Whether you’re a seasoned educator or just beginning your literary journey, our study materials are your key to unlocking the full potential of this iconic novel in the classroom.
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Specific Questions About Each Character
While questions about symbolism and motifs are important, it’s been my experience that most students participate more when asked about individual characters.
A few questions that come to mind include:
1. Does Daisy love and care about her daughter Pammy?
2. How does Gatsby plan on dealing with Pammy? Does Gatsby even realize that she exists?
3. Why did Gatsby throw those amazing parties? Why does he stop?
4. Does Daisy have an affair with Gatsby?
5. Do you agree with Nick that Gatsby was worth “the whole lot of them put together”? Why or Why not?
6. What did Gatsby mean when he said her voice was full of money?
7. Who was Meyer Wolfsheim? How did he “make” Gatsby?
8. Why didn’t Gatsby share his wealth with his father?
9. Why would Gatsby’s father come to his son’s funeral when Gatsby never bothered to keep in touch?
10. Why does Nick Carraway lose interest in Jordan Baker?
Questions About the Author
I believe that prereading about F. Scott Fitzgerald’s tumultuous life and the times he lived in can help students gain a better understanding of how and why he wrote this novel.
Some good questions about the author include:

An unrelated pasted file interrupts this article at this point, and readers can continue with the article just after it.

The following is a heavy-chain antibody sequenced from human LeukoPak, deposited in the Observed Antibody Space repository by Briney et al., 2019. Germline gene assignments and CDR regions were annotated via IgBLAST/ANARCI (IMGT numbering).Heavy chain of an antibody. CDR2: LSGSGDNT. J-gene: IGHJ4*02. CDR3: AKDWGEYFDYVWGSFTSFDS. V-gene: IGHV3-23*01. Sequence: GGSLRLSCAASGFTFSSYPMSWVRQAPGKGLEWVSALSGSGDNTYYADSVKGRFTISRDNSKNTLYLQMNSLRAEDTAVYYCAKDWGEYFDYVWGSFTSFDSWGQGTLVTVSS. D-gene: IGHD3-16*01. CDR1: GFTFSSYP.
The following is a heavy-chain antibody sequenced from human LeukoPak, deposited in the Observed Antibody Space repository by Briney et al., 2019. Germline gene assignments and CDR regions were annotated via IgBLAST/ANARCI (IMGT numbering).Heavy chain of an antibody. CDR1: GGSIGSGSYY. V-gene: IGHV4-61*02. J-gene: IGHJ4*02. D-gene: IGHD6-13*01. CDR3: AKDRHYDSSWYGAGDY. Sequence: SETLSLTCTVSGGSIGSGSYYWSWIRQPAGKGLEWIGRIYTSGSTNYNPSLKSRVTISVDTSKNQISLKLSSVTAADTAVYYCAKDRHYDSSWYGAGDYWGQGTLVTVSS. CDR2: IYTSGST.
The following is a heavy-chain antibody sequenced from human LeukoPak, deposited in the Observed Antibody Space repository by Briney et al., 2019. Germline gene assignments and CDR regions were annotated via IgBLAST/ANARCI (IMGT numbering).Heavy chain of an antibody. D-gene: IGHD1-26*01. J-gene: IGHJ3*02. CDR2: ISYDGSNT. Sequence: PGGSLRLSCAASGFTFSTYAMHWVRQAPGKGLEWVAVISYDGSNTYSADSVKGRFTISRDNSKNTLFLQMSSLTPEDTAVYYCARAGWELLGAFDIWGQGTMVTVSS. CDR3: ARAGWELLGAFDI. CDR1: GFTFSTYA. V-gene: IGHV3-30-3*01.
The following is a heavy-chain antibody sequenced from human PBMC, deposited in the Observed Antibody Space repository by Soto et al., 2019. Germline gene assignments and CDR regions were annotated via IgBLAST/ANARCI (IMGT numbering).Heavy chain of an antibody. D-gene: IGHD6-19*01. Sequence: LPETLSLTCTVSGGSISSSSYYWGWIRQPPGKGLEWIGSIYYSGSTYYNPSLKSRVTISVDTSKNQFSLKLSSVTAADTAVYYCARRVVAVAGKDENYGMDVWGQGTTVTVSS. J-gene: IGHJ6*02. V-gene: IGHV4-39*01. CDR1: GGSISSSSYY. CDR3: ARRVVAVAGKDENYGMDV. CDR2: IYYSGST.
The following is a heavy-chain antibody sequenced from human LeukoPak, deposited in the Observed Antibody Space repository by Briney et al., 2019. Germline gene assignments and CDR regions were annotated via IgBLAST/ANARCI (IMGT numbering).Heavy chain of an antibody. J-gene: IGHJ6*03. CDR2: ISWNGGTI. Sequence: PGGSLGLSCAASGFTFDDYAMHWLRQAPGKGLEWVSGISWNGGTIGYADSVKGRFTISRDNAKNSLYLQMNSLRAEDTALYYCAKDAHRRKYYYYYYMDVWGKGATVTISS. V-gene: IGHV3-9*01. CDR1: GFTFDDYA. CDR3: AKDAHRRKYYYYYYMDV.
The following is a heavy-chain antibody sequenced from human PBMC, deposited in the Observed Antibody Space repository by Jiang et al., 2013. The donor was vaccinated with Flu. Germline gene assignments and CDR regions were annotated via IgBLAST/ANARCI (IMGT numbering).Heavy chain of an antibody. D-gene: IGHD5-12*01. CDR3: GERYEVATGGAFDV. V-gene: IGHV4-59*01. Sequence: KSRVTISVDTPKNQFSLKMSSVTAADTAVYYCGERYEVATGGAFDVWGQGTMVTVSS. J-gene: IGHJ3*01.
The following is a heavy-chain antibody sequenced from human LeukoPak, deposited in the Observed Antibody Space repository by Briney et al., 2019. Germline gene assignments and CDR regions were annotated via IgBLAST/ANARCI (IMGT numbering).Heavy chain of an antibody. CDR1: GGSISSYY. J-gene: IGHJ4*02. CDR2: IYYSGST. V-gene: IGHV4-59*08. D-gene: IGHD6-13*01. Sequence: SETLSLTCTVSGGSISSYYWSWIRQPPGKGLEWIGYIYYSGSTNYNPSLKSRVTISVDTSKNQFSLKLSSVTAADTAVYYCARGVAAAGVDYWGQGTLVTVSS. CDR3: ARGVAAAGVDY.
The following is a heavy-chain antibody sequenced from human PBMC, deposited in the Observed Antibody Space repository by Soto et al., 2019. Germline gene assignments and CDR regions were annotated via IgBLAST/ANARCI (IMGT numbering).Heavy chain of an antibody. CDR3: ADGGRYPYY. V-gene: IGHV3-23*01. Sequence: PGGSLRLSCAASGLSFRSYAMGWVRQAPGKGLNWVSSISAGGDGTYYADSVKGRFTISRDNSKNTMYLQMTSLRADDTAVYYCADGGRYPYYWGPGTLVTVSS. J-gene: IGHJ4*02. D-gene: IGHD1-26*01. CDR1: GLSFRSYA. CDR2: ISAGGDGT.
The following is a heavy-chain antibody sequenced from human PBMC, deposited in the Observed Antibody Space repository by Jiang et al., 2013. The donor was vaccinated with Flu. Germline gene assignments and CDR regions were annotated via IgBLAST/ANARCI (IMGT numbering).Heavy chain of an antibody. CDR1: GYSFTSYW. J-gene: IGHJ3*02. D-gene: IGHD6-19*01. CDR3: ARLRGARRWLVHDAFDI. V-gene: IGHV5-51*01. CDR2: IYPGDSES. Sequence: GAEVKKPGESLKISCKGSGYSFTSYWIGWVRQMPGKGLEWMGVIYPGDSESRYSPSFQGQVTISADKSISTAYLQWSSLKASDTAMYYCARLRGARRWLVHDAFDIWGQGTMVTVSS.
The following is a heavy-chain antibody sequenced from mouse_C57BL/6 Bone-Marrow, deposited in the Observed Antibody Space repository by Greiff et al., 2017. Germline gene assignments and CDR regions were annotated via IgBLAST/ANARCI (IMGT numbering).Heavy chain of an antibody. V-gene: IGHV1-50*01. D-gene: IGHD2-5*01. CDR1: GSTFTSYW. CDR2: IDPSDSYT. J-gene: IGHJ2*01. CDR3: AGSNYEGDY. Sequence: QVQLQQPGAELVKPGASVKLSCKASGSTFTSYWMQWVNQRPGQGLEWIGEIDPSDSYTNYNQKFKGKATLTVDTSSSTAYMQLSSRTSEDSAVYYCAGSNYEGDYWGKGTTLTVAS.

1. Fitzgerald wrote, “You don’t write because you want to say something, you write because you have something to say.” What did he have to say about Gatsby?
2. The Great Gatsby was a commercial failure in Fitzgerald’s lifetime. Why? And why did it become popular only after his death?
3. What makes The Great Gatsby a classic American novel? How has it managed to maintain a place in important literature nearly 100 years later?
4. Is the character Nick Carraway a reflection of the author’s life, or is Fitzgerald more like Jay Gatsby?
5. In what ways does “The Great Gatsby” serve as a critique of the society and culture of the Roaring Twenties? What aspects of the era are mirrored in the novel’s characters and events?
6. How does F. Scott Fitzgerald’s own experiences and background, such as his life in the Jazz Age and his marriage to Zelda Fitzgerald, influence the themes and characters in “The Great Gatsby”?
One Final Thought Before You Go
I hope this set of questions regarding The Great Gatsby has enhanced your own list of questions that you may have prepared.
In conclusion, it’s clear that this iconic novel continues to captivate readers and offer profound insights into the human condition.
Engaging students in meaningful literary discussions is at the heart of effective teaching, and my carefully crafted study materials, including video analyses and downloadable PDF resources, are here to support you in this endeavor.
To make your teaching of The Great Gatsby even more enriching and impactful, I invite you to delve into my comprehensive study videos, and access our supplementary PDFs. These resources will empower you to create dynamic and thought-provoking classroom experiences, inspiring your students to explore the novel’s themes, characters, and symbolism with depth and enthusiasm.
Don’t miss this opportunity to elevate your teaching and provide your students with a deeper understanding of F. Scott Fitzgerald’s masterpiece.
Click Here to discover our premium study materials and take your lessons to the next level. Let’s embark on this literary journey together, empowering the next generation of readers and thinkers. Your students deserve nothing less.
Written by Kerry Wisby – GatsbyFlapperGirl.com
Owner & Founder of GatsbyFlapperGirl.com
Kerry Wisby, a former teacher with a BA in English, is the founder of GatsbyFlapperGirl.com. With a passion for all things 1920s, including The Great Gatsby novel, her website is the ultimate source for Roaring Twenties fashion, history, and party ideas. Read more about Kerry here.